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Thursday, October 28, 2021
BUENOS AIRES, Nov 29 2004 (IPS) - "We have gas masks, slingshots and stones to defend ourselves," said an employee at a worker-run tile factory in Argentina that is facing the threat of being shut down, because local authorities want the machinery seized to collect on a debt left unpaid by the former owners.
The case of Fasinpat (Fábrica Sin Patrones or Factory Without Bosses) illustrates the total lack of state support for workers who have refused to sit back and watch the factories where they worked for decades deteriorate into huge rundown warehouses with broken windows and rusty machinery peering out from the weeds of a ghost town.
The phenomenon of bankrupt companies being taken over and reopened by their employees began to emerge in Argentina in the second half of the 1990s, but really took off in the wake of the late 2001 economic meltdown.
"We represent 170 companies that maintain jobs for more than 10,000 people," Eduardo Murúa, the president of the National Movement of Recuperated Companies, told IPS.
In late 2001, the financial system collapsed after capital flight left Argentina, Latin America's number three economy, with virtually no foreign currency. Factories stopped producing due to the lack of imported components and parts and the severe contraction of the domestic market.
Over the next two years, more than half of the population of 37 million slid into poverty, and unemployment climbed above the 20 percent mark.
In the first 11 months of 2003, 2,680 companies went under in the city of Buenos Aires alone, compared to 1,299 in 2002, reported another credit risk rating agency, Fidelitas.
Against that dismal backdrop, and despite the growing magnitude of the movement through which workers have been salvaging companies and jobs, state support has only been seen in isolated measures, and there is no comprehensive public policy towards the sector, said Murúa.
Since 2003, economic activity has recovered significantly. But many companies continue to face difficulties.
In some districts, the workers running factories that were abandoned by their owners have successfully pressed for statutes and laws, passed by city councils and provincial legislatures, that have enabled them to run the companies legally.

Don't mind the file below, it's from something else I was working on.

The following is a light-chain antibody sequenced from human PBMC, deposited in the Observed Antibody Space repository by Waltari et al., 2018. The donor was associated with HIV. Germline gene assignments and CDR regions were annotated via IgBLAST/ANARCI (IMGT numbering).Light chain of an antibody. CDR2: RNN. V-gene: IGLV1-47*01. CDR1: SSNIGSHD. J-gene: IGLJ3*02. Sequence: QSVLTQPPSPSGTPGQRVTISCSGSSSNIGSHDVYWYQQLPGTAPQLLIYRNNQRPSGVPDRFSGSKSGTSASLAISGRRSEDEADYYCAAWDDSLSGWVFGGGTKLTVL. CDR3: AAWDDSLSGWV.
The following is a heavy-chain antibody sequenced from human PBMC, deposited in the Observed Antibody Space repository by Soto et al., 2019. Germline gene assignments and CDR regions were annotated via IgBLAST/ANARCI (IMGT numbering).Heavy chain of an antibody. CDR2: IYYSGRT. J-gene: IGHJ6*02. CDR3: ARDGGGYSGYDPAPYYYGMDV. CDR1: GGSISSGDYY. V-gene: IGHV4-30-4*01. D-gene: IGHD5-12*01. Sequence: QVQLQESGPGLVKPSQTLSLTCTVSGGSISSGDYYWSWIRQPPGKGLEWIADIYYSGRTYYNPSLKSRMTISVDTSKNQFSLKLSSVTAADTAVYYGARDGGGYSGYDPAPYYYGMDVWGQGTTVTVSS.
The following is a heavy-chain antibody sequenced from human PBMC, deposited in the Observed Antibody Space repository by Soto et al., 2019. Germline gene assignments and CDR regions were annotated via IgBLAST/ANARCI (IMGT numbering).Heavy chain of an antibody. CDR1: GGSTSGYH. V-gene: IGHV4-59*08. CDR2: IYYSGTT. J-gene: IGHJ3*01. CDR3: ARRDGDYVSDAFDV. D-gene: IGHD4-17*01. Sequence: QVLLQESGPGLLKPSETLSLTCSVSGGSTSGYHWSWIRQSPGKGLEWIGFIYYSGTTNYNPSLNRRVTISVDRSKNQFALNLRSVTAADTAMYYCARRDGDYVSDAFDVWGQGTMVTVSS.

There are also municipal governments that have entered into partnerships with the workers, as in the case of the Zanello factory, which is now Argentina's main exporter of tractors.
In other areas, worker-run factories remain in a sort of legal limbo as court decisions or new legislation have been delayed, making it impossible to formulate long-term plans and projects.
And in some cases, like Fasinpat in the southern Argentine province of Neuquén, authorities have even taken action against the workers.
Up to 2001, the factory was known as Zanón, a leader in the tile industry. But due to poor management, the firm's debt piled up to more than 100 million dollars owed to the provincial government, state-owned banks, and the World Bank, and in 2001 the owners decided to close the factory down.
But 260 of the employees refused to let the company collapse, and continued producing tiles, at 20 percent of the factory's capacity. Shortly afterwards, when the volume of tiles produced had doubled and exporting part of the output began to look like a possibility, the workers called in another 220 former employees.
However, the right-wing provincial government of Governor Jorge Sobisch launched an offensive against the factory, taking legal action to demand repayment of more than three million dollars in debt contracted by Zanón with the provincial government.
According to the latest legal ruling, the debt is to be covered by selling off the machinery with which the workers are manufacturing tiles.